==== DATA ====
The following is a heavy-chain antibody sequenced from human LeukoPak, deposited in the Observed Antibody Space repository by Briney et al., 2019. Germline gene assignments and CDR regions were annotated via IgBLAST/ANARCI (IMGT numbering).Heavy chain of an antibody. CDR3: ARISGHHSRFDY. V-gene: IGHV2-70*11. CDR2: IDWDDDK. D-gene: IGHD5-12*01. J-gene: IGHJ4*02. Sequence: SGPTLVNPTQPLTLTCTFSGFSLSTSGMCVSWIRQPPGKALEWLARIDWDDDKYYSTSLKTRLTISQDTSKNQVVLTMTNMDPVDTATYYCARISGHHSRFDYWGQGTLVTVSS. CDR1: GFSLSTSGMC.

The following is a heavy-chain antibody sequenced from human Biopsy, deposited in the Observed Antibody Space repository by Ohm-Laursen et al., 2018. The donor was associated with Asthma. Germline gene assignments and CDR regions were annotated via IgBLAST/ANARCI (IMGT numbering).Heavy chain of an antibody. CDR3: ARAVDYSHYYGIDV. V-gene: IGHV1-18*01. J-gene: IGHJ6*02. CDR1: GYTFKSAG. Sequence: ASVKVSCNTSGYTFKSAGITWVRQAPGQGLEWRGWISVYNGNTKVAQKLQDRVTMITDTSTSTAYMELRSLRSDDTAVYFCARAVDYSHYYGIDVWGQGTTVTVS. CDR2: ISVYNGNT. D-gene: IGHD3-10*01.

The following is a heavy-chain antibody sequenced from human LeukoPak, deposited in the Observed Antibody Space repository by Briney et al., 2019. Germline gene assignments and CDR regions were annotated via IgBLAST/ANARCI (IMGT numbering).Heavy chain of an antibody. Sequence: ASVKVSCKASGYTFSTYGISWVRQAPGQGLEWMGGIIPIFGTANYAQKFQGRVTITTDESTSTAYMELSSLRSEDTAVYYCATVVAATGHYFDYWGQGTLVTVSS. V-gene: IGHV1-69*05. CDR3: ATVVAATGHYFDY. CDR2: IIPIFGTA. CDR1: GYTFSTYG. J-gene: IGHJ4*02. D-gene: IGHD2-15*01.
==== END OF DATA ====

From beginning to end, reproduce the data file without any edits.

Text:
The following is a heavy-chain antibody sequenced from human LeukoPak, deposited in the Observed Antibody Space repository by Briney et al., 2019. Germline gene assignments and CDR regions were annotated via IgBLAST/ANARCI (IMGT numbering).Heavy chain of an antibody. CDR3: ARISGHHSRFDY. V-gene: IGHV2-70*11. CDR2: IDWDDDK. D-gene: IGHD5-12*01. J-gene: IGHJ4*02. Sequence: SGPTLVNPTQPLTLTCTFSGFSLSTSGMCVSWIRQPPGKALEWLARIDWDDDKYYSTSLKTRLTISQDTSKNQVVLTMTNMDPVDTATYYCARISGHHSRFDYWGQGTLVTVSS. CDR1: GFSLSTSGMC.

The following is a heavy-chain antibody sequenced from human Biopsy, deposited in the Observed Antibody Space repository by Ohm-Laursen et al., 2018. The donor was associated with Asthma. Germline gene assignments and CDR regions were annotated via IgBLAST/ANARCI (IMGT numbering).Heavy chain of an antibody. CDR3: ARAVDYSHYYGIDV. V-gene: IGHV1-18*01. J-gene: IGHJ6*02. CDR1: GYTFKSAG. Sequence: ASVKVSCNTSGYTFKSAGITWVRQAPGQGLEWRGWISVYNGNTKVAQKLQDRVTMITDTSTSTAYMELRSLRSDDTAVYFCARAVDYSHYYGIDVWGQGTTVTVS. CDR2: ISVYNGNT. D-gene: IGHD3-10*01.

The following is a heavy-chain antibody sequenced from human LeukoPak, deposited in the Observed Antibody Space repository by Briney et al., 2019. Germline gene assignments and CDR regions were annotated via IgBLAST/ANARCI (IMGT numbering).Heavy chain of an antibody. Sequence: ASVKVSCKASGYTFSTYGISWVRQAPGQGLEWMGGIIPIFGTANYAQKFQGRVTITTDESTSTAYMELSSLRSEDTAVYYCATVVAATGHYFDYWGQGTLVTVSS. V-gene: IGHV1-69*05. CDR3: ATVVAATGHYFDY. CDR2: IIPIFGTA. CDR1: GYTFSTYG. J-gene: IGHJ4*02. D-gene: IGHD2-15*01.